The Six Pack – Management of Health and Safety at Work Regulations.

22September 2018




 

THE GENERAL REQUIREMENT…

The management of health and safety at work regulations 1999 as amended in 2003 and 2006 (or more commonly MHSAW regulations) was introduced to support the Health and Safety at work Act 1974 and specify a range of management issues that must be addressed and implemented in all workplaces.

The overall aim of the regulations is to identify the risks within an organization in a systematic way and ensure that all staff are familiar with the measures and their responsibilities towards implementing those measures.

REGULATION 3. THE RISK ASSESSMENT.

Every employer is required to carry out a ‘suitable and sufficient’ assessment of the risks involved to both employees and others who may be affected by the work of the organization.

This may include members of the public, visitors, contractors or anybody who may be affected by the acts of the works in progress.

A systematic assessment of the risks involved is required, as well as identifying those involved or who might be affected and the controls put in place to reduce or eliminate the risk.

Special note, awareness and risk avoidance must be made of any young or vulnerable persons, and any employee who may be expecting or nursing a child.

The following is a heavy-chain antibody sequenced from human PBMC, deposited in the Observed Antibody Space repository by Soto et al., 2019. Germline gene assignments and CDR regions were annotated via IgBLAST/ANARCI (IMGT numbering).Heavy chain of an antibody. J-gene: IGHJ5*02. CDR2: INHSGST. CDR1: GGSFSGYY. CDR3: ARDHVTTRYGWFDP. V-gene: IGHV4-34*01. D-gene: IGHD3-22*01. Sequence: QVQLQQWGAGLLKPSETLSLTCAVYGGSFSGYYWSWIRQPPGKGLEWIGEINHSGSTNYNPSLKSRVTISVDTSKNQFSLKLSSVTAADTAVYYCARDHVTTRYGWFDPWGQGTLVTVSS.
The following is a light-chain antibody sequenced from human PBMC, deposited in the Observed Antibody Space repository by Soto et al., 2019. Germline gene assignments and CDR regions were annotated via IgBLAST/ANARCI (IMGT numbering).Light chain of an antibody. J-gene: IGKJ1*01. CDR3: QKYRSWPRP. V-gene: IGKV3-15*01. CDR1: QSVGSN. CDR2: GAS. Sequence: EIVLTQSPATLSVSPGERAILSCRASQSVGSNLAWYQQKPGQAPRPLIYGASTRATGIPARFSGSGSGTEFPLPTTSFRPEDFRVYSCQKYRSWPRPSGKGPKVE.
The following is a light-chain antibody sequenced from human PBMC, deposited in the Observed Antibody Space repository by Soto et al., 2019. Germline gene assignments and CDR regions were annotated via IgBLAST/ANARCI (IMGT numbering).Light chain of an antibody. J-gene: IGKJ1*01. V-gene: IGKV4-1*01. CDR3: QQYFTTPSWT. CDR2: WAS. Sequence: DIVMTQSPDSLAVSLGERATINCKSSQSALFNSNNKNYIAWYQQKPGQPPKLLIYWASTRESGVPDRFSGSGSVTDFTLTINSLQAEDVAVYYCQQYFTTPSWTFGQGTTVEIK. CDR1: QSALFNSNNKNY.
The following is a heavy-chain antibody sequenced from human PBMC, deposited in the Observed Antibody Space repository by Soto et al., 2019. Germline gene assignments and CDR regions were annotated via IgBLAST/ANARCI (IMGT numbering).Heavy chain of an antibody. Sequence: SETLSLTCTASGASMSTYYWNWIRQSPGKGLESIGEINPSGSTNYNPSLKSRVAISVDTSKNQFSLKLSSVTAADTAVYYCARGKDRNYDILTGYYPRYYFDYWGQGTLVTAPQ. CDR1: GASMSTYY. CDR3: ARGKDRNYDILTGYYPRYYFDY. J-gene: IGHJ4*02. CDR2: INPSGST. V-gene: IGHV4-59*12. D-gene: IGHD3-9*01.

Where there are 5 or more people in the organisation, the significant risks and controls must be written down or recorded electronically such as on a computer or hand held device.

The assessment should also be revisited and reviewed regularly, particularly if there has been any changes to the working situation. In that case the assessment should be modified accordingly.

Examples of this might include the introduction of new machinery or a new operator. Changes in shift patterns requiring a handover, a change of location or premises, a change of ownership, after a period of time (typically 12-months), or any other time that circumstances might make it necessary.

REGULATION 5. ARRANGEMENTS FOR HEALTH and SAFETY. (The Health & Safety Policy)